ARIVACA, Arizona (Reuters) - A pilot project to place a high-tech network of surveillance towers along a stretch of the U.S.-Mexico border has met boisterous opposition in this Arizona town, where some residents call it “Big Brother.”
The U.S. Customs and Border Protection agency is installing a network of nine towers with ground radar and night vision cameras to monitor a 28-mile (45-km) stretch of border near Arivaca, southwest of Tucson.
It is the first trial for the communications and technology arm of the government’s Secure Border Initiative announced in 2005. Dubbed “SBInet,” authorities say it will be extended across some 6,000 miles of the Mexican and Canadian borders in segments in coming years.
Residents of this remote, high desert ranching town of 1,500 people have packed four public meetings in recent weeks to oppose the project, which is due to go live at the end of next month.
“It’s like Big Brother. It will place the whole town under surveillance,” community activist C Hues told Reuters as residents gathered for a meeting late on Tuesday with CBP and Border Patrol representatives.
“The government will be able to watch and record every movement we make, 24 hours a day. It will be like living in a prison yard,” she added.
Residents of the community are particularly concerned about one 98-foot-(30-meter-)tall tower topped with cameras and radar that will be placed just south of the town, which lies about 12 miles from the border.
“Why are they doing it here and not at the border? It’s horrifying, it makes no sense,” said Melissa Murray, a gallery owner from nearby Tubac.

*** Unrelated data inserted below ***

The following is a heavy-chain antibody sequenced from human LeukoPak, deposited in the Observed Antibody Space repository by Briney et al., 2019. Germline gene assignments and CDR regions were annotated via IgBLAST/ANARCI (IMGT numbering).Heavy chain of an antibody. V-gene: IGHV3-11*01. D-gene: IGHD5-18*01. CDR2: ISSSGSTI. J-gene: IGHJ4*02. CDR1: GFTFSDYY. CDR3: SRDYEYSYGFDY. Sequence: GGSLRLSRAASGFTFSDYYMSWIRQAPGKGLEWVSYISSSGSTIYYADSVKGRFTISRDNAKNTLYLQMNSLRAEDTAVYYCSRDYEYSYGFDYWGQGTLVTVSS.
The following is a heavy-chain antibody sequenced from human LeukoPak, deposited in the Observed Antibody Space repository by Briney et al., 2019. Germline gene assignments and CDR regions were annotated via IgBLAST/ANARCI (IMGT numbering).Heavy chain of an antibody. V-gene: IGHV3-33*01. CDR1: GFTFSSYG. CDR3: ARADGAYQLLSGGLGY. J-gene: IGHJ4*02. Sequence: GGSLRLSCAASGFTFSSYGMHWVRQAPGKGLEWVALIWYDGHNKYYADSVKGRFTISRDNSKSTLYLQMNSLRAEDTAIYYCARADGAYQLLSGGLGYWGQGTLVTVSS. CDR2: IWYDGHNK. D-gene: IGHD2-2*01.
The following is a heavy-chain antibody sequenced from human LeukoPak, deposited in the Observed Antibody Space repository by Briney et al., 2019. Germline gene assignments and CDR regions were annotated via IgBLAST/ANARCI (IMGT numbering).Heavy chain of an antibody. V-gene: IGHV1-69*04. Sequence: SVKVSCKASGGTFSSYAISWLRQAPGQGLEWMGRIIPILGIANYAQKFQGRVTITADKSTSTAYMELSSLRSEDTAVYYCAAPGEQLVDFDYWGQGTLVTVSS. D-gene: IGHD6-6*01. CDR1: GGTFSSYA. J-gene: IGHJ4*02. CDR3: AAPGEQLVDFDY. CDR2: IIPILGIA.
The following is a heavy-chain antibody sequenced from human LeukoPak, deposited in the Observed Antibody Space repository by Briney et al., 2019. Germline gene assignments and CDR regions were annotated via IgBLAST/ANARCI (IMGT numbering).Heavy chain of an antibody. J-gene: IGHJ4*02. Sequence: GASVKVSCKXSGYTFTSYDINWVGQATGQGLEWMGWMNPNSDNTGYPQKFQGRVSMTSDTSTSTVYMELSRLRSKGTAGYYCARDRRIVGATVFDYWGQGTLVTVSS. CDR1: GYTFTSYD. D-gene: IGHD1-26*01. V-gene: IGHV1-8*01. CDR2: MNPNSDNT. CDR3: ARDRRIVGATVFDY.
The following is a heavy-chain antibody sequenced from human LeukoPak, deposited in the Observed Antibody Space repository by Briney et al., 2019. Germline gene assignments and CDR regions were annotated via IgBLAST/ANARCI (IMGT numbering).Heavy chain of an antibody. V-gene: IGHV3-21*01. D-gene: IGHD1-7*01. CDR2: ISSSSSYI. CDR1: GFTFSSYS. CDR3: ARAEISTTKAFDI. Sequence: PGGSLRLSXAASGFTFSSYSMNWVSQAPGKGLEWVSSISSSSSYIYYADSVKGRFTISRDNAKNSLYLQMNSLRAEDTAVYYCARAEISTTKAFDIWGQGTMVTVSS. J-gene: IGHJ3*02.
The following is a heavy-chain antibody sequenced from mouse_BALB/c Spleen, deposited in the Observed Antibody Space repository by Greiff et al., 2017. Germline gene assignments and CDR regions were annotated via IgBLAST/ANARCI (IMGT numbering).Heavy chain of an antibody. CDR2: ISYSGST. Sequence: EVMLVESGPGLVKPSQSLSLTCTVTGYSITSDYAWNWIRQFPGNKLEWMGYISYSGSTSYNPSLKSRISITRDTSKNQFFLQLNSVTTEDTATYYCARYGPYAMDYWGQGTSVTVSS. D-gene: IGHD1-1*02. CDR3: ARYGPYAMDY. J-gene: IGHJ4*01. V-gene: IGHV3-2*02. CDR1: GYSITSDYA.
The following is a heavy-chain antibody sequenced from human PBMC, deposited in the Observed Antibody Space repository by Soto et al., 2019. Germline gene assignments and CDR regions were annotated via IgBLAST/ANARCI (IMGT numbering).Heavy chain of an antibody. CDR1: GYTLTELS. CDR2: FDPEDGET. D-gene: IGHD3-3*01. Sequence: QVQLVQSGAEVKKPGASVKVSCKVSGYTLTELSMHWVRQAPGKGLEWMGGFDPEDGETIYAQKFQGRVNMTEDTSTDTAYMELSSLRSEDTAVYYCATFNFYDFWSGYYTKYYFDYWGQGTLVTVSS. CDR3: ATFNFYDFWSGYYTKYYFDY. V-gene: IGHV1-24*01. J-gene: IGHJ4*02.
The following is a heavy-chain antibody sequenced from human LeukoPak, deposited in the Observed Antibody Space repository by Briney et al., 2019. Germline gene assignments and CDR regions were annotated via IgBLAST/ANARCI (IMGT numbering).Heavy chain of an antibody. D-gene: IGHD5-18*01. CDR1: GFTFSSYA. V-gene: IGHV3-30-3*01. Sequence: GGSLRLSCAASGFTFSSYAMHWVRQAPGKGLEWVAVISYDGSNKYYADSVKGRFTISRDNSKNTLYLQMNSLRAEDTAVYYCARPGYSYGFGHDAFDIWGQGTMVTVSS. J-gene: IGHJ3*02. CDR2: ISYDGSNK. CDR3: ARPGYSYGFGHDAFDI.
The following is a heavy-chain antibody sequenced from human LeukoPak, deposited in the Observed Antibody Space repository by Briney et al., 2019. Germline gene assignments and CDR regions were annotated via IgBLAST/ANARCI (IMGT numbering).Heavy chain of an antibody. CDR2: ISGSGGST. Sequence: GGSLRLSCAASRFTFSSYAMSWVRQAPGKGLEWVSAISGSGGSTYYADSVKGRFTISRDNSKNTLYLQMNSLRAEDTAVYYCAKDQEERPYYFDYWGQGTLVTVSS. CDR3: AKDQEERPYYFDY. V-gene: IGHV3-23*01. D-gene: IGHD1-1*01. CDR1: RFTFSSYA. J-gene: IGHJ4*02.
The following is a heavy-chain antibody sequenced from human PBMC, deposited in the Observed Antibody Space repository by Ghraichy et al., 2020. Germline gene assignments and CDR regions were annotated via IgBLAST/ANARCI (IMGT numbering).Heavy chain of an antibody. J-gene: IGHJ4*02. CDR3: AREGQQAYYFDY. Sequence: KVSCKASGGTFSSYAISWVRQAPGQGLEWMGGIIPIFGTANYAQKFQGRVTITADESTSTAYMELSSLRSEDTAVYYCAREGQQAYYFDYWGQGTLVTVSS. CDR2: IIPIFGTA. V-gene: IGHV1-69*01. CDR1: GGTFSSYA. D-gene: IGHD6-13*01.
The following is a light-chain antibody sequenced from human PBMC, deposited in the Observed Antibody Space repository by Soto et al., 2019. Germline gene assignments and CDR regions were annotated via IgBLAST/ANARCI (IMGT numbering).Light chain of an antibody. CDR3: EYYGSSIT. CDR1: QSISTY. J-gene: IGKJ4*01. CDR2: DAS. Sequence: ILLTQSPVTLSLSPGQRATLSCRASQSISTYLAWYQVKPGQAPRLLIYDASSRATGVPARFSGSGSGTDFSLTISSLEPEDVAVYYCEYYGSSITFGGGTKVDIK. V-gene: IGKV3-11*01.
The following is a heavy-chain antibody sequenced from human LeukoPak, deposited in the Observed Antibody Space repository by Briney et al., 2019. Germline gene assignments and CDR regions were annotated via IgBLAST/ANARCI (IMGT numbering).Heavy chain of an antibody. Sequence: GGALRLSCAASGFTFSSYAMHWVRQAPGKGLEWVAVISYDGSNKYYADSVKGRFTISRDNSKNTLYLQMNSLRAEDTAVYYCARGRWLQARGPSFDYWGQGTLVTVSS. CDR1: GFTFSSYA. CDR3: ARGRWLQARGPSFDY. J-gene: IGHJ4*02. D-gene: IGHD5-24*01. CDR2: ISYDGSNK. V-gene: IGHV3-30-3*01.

Last year, about 1.1 million people were arrested crossing the border illegally from Mexico, more than a third of them through the heavily trafficked desert corridor south of Tucson, Arizona.
The Border Patrol said the system, which is being built by aerospace giant Boeing under a contract estimated at some $2 billion, is a necessary step to close the border to illegal entrants and allow agents to promptly identify and capture illegal immigrants and drug smugglers.
Information captured by the towers — including live images giving GPS locations of any intruders — will be streamed live via satellite from command centers in Tucson and Sells to Border Patrol agents with laptops patrolling nearby.
Eventually it will be integrated into a wider network, including a fleet of Predator B unmanned surveillance drones.
“We need to have eyes on what’s happening here,” said Tucson sector Border Patrol spokesman Jesus Rodriguez. “We are not placing the town under surveillance, but we will be watching whatever is walking north to the town,” he added.
Some ranchers around the former gold and silver mining community favor the project, which they say is needed to stem the flow of illegal immigrants, who they said cut cattle fences and dump trash.
Some local residents predicted that the technology would meet with opposition in other rural areas as it is rolled out along the rest of the state’s border with Mexico by the end of 2008.
“It’s not just Arivaca,” high school teacher Luke Brannen said. “It’s going to affect a lot of people in other communities in the future. They’re next.”